Back in January, at the annual meeting of the American Society of Church History (ASCH), four scholars presented papers and held a panel discussion on “Conflict and Compromise: Reappraising the History of Gender in Southern Baptist Battles.”
The scholars explored the argument that sufficient attention must be given to gender to fully understand Baptist history.
Presenter Eileen Campbell-Reed of Luther Seminary, reflected on the panel discussion in the ASCH newsletter:
Too much scholarship on Baptist history has not considered gender adequately for the “roles play or contributions made by women” in particular. The papers expressed a critical distance in their consideration of Southern Baptists, a deeper analysis of gender and signs of a growing maturity in the field. This panel was a significant step in the right direction toward raising the bar for scholarly engagement and analysis of Southern Baptists.
Below are brief descriptions of the paper presentations from the ASCH newsletter:
Susan M. Shaw (Oregon State University) argued, in her paper, “Conflict and Contradiction: Southern Baptists and Engagement with Feminism” that Southern Baptists have simultaneously supported and opposed feminist thought and feminist goals. And yet feminism has played a significant role in the gendered discourse of Southern Baptists.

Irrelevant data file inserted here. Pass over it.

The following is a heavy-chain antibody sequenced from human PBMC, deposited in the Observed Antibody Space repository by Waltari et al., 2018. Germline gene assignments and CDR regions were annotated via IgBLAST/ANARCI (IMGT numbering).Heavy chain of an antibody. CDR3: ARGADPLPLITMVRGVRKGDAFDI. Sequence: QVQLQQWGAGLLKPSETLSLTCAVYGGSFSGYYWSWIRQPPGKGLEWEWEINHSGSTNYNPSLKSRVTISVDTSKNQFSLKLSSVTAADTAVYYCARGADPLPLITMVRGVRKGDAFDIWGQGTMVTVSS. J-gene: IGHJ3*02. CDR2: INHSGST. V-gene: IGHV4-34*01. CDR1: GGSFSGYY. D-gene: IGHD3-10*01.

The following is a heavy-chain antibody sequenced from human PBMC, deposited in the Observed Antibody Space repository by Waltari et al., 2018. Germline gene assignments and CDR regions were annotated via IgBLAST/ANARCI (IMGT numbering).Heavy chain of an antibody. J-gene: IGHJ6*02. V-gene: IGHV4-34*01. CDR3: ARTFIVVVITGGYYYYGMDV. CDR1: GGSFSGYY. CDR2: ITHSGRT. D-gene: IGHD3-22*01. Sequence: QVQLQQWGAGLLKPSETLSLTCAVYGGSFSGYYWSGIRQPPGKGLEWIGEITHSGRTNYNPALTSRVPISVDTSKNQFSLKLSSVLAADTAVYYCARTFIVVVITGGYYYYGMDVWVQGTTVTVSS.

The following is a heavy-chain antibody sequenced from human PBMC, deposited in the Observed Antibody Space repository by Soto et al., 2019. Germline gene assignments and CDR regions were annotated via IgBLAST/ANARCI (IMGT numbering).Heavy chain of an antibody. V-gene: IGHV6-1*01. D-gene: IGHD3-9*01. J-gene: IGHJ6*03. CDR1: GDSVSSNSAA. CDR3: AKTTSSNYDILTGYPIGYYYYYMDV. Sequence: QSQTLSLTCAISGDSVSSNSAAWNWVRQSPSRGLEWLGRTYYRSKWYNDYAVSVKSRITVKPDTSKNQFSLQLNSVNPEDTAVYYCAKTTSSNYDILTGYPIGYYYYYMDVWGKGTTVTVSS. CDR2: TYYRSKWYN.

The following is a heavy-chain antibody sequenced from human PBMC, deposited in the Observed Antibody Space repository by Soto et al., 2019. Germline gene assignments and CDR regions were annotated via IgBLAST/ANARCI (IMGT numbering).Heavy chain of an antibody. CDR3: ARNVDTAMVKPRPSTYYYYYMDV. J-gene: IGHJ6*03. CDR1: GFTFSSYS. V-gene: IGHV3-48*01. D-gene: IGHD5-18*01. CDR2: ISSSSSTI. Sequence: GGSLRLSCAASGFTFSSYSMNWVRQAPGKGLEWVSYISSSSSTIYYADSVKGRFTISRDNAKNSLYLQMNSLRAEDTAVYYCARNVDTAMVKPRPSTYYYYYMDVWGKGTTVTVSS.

Elizabeth Flowers (Texas Christian University) presented a paper entitled, “The Christian Woman versus Woman’s Lib’: Southern Baptists, Women, and 1970s Evangelical Culture.” She highlighted several conflicts over women’s roles in Southern Baptist life from 1973 to 1978, arguing that these “forgotten moments” reveal how for Southern Baptist women their roles were never secondary or side issues. Long before the Baptist controversy “gendered ideas about women coalesced with inerrancy” and fueled the unease among Southern Baptist and Protestant evangelicals.
Eileen R. Campbell-Reed (Luther Seminary) made her case out of her ethnographic study of Baptist clergywomen. In her paper, “(Sub)mission: How Clergywomen Re-imagine Southern Baptist Identity and Reinterpret Schism” she argued that clergywomen’s narratives reinterpret schism in the SBC (1979-2000) as not only a political dispute or a battle for the Bible, but also a deeply gendered psychological struggle, waged in Baptist imaginations, relationships, and social structures.
Karen K. Seat (University of Arizona) examined current gender discourses in the Southern Baptist Convention in her paper, “The Politics of Southern Baptist Complementarianism.” In particular, she analyzed the various ways Southern Baptists have negotiated the rise of powerful women in conservative politics, as they have attempted to remain committed to both complementarianism and the Republican Party.
Drs. Susan Shaw and Elizabeth Flowers have authored recent books on Southern Baptists and women. In 2008, the University Press of Kentucky published Shaw’s God Speaks to Us, Too: Southern Baptist Women on Church, Home, and Society.
Flowers’ book, Into the Pulpit: Southern Baptist Women and Power since World War II, comes out in April with the University of North Carolina Press.
Dr. Eileen Campbell-Reed is the author of the forthcoming book, How Clergywomen’s Narratives Reinterpret the Fracturing of the Southern Baptist Convention (Baylor University Press).